This week, General Motors announced plans to halt production at several of its plants. The move could see over 14,000 jobs lost, 8,000 of which are in North America. GM chief executive Mary Barra told reporters that while the company doesn’t foresee an economic downturn, the cuts are needed to “get in front of it while the company is strong and while the economy is strong.” Wall Street reaction was positive, with GM stock rising sharply.
1. What’s behind the move?
It comes down to cash. Consumer preferences have changed in recent years, with Americans increasingly opting for larger sports utility vehicles and vans over smaller sedans and coupes. Larger vehicles command higher prices, even though they don’t cost much more to build. Automakers know this and are keen to cash in by ditching production of slow-selling smaller vehicles and switching to their larger and more lucrative counterparts.
For GM, the switch could free up some $6 billion in cash at a time when the company’s losses are piling up. Despite hauling in over $12 billion in pretax profits in 2017, GM was the only Detroit car company to post a net loss — nearly $4 billion. That came on the heels of a $20 billion write-off from its European operation, which it has since sold. GM — like its competitors — also confronts generally waning demand for new vehicles as Americans hold onto old vehicles for longer.
2. What has the political reaction been?
Fast and furious. Democratic Sen. Sherrod Brown called GM’s decision “corporate greed at its worst.” His Republican counterpart Rob Portman followed suit, saying he was “deeply frustrated” with the automaker. Both represent Ohio, which is home to one of the plants slated for closure. Politicians from other states affected — Maryland and Michigan — have voiced similar sentiments.
On Twitter, Canadian Prime Minister Justin Trudeau called GM’s move a “deep disappointment.” More than 2,500 Canadian workers could lose their jobs as a result of the layoffs. Unifor — Canada’s largest private-sector trade union — was less diplomatic than Trudeau. After meeting with the prime minister, Unifor chief Jerry Dias said, “If you’re going to have a company that’s going to show us their middle finger, then I think our government should show them their middle finger as well.”
And then there’s President Trump. After GM’s announcement, Trump said he told Barra, “You better get back in there soon,” and he subsequently tweeted, “The U.S. saved General Motors, and this is the THANKS we get!”
Trump’s reaction is both understandable and surprising. During the 2016 campaign, then-candidate Trump said he would be, “the greatest jobs president God ever created.” Once he took office, he explicitly cautioned locals near one of GM’s manufacturing plants against selling their homes because the jobs would all come back. GM’s move challenges that narrative. But the president also backed tariffs on imported steel and aluminum — important raw materials in auto manufacturing. Those tariffs are said to have cost GM more than $1 billion. The company had warned that tariffs could “lead to a smaller GM, a reduced presence at home and abroad for this iconic American company, [resulting in fewer] — not more — U.S. jobs.”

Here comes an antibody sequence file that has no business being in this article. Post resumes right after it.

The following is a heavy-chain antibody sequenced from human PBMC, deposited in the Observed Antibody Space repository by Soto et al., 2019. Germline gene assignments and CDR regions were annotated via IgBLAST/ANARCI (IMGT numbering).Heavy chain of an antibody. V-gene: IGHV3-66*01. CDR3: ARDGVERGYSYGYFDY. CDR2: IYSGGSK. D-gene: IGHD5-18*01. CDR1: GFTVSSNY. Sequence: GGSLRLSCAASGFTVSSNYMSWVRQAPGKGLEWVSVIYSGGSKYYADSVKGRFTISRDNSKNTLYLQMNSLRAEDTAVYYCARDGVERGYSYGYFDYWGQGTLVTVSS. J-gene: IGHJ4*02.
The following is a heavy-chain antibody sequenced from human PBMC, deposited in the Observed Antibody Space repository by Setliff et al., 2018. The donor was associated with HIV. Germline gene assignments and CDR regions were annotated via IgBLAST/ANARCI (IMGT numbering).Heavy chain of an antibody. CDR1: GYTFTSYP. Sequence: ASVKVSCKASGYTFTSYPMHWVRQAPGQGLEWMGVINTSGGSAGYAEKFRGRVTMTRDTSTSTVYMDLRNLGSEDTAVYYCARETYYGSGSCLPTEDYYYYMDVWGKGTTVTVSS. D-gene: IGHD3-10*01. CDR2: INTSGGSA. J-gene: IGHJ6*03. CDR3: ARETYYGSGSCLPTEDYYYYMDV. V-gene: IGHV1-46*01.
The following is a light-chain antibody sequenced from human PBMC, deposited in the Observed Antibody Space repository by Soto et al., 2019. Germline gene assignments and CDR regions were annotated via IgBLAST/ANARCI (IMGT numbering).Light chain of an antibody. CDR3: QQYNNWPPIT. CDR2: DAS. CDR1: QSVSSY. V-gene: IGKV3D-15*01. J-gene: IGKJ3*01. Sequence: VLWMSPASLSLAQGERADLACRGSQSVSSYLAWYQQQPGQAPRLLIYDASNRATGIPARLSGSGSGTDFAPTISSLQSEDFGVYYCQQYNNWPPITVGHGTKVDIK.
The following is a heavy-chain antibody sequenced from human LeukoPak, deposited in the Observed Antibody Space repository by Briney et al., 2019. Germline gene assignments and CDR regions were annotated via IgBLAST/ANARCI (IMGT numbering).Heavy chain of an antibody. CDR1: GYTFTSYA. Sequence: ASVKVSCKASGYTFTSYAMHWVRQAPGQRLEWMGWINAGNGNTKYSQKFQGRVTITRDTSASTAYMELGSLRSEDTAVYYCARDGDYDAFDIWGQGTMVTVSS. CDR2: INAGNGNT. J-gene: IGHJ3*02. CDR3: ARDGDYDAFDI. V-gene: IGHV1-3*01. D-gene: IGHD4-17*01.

3. Does GM benefit from the move?
GM says it must invest in new technologies — specifically, electric and autonomous vehicles — to maintain its competitive edge. Partially shelving production of traditional cars, the company argues, will help it do just that and ultimately boost margins. However, the reality is more complicated.
For one thing, electric vehicles still cost more than their gasoline-powered counterparts. One big reason is that the labor-intensive processes involved in manufacturing and assembling electric batteries ultimately drive up costs. Whether GM can reinvest its cash in ways that reduce battery prices is unknown.
A larger problem facing GM — indeed, all automakers building electric vehicles — is that some of the raw minerals used in vehicle batteries come from the Democratic Republic of Congo, a country long dogged by allegations of child labor. A 2016 Amnesty International report found children as young as 14 were spending up to 12 hours a day in some DRC mines searching for cobalt, a key component of electric batteries. Although minerals can be extracted from the sea, this too poses political challenges; countries have long bickered over who owns the seafloor.
Autonomous vehicles pose challenges of their own. GM has invested billions of dollars in the technology. The company plans to launch autonomous taxi services early next year, although it has been quiet on where exactly. But many people are concerned about the technology’s safety. A Pew survey found the American public to be more worried than enthusiastic about autonomous vehicles. That survey was conducted before the crash of a self-driving car this year in which a woman crossing a street on foot was killed.
Another obstacle facing autonomous vehicles is that Congress has not been able to pass legislation regulating use of the technology. A House bill that easily passed last year has yet to get floor time in the Senate. Some lawmakers are concerned that the bill “indefinitely preempts state and local safety regulations even if federal safety standards are never developed.”
Given the hurdles, political and otherwise, facing electric and autonomous vehicles, some may question the wisdom of GM’s recent announcement.
Ashley Nunes studies regulatory policy at MIT’s Center for Transportation & Logistics.